Since the complex IFC file contains more comprehensive and typical IFC types, the performance test results in the following tables are provided for this complex file. Table 2 shows the intermediate disk usage for each IFC type during the first IFC decomposition step. When extracting attributes from BIM into JSON format for each component, the file size increased dramatically.
Table 3 shows the intermediate disk usage for each IFC type during the second IFC to OBJ step. The “Lost Objects” column indicates the number of IFC files that could not be successfully converted into OBJ format. This failure is mainly caused by geometry errors in the original IFC files which cannot be processed by the IfcConvert tool.
Table 4 summaries the disk usage and processing time for each IFC type for the last two steps. The total b3dm file size was 568 MB, which was 2.65 times of the size of the original IFC file. The entire conversion process required 48.6 min to complete.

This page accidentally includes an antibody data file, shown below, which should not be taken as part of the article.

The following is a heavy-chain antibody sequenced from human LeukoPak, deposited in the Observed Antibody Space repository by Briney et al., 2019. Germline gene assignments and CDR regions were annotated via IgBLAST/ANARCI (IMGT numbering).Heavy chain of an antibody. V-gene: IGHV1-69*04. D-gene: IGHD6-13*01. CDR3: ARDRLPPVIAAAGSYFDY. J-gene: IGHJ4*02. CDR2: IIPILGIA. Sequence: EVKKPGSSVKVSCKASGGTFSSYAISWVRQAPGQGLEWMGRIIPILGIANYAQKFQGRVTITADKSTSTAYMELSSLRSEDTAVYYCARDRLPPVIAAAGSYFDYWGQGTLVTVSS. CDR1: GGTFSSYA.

The converted 3D Tiles is published in a web server, and its URL can be directly consumed by the 3D Tiles sample code in Cesium Sandcastle. Each component is interactive in the scene and can be highlighted in yellow, as shown in Figure 4a with a mouseover. Clicking on each component shows all the properties that are stored in the header of the b3dm file in Step 4 (Figure 4b). The entire building model is streamed to the scene piece by piece. How the b3dm files are constructed and how the hierarchy of the tileset JSON is defined determine the rendering behavior and performance. For example, at the bottom-right corner in Figure 4a, there is a row of slabs (IfcSlabs) that belongs to the overpass (IfcWalls), as shown at the bottom-left corner in Figure 4b. They are not rendered at the same time since they are encapsulated in two different b3dm files that are referenced in various hierarchies in the tileset JSON file. Figure 5 is a blended image, the top-half shows a real-world photo of the building and the bottom-half shows the converted 3D Tiles model.